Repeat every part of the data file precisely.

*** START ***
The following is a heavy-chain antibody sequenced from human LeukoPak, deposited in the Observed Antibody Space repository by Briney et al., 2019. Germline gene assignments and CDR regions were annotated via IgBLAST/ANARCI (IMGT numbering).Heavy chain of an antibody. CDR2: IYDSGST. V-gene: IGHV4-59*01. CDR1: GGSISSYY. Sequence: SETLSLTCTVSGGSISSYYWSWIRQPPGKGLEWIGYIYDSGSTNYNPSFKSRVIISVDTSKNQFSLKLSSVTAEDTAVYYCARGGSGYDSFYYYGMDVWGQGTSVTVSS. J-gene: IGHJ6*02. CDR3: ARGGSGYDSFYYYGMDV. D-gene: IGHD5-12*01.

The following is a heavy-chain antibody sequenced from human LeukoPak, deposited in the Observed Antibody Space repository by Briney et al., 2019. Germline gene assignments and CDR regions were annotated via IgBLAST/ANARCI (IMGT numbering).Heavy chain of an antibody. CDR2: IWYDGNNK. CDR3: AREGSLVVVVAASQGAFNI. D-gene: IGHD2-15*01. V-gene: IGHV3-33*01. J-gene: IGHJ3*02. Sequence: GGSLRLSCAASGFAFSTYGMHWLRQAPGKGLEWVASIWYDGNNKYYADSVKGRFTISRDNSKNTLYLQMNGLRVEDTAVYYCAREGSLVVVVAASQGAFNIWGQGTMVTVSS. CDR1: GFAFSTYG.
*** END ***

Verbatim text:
The following is a heavy-chain antibody sequenced from human LeukoPak, deposited in the Observed Antibody Space repository by Briney et al., 2019. Germline gene assignments and CDR regions were annotated via IgBLAST/ANARCI (IMGT numbering).Heavy chain of an antibody. CDR2: IYDSGST. V-gene: IGHV4-59*01. CDR1: GGSISSYY. Sequence: SETLSLTCTVSGGSISSYYWSWIRQPPGKGLEWIGYIYDSGSTNYNPSFKSRVIISVDTSKNQFSLKLSSVTAEDTAVYYCARGGSGYDSFYYYGMDVWGQGTSVTVSS. J-gene: IGHJ6*02. CDR3: ARGGSGYDSFYYYGMDV. D-gene: IGHD5-12*01.

The following is a heavy-chain antibody sequenced from human LeukoPak, deposited in the Observed Antibody Space repository by Briney et al., 2019. Germline gene assignments and CDR regions were annotated via IgBLAST/ANARCI (IMGT numbering).Heavy chain of an antibody. CDR2: IWYDGNNK. CDR3: AREGSLVVVVAASQGAFNI. D-gene: IGHD2-15*01. V-gene: IGHV3-33*01. J-gene: IGHJ3*02. Sequence: GGSLRLSCAASGFAFSTYGMHWLRQAPGKGLEWVASIWYDGNNKYYADSVKGRFTISRDNSKNTLYLQMNGLRVEDTAVYYCAREGSLVVVVAASQGAFNIWGQGTMVTVSS. CDR1: GFAFSTYG.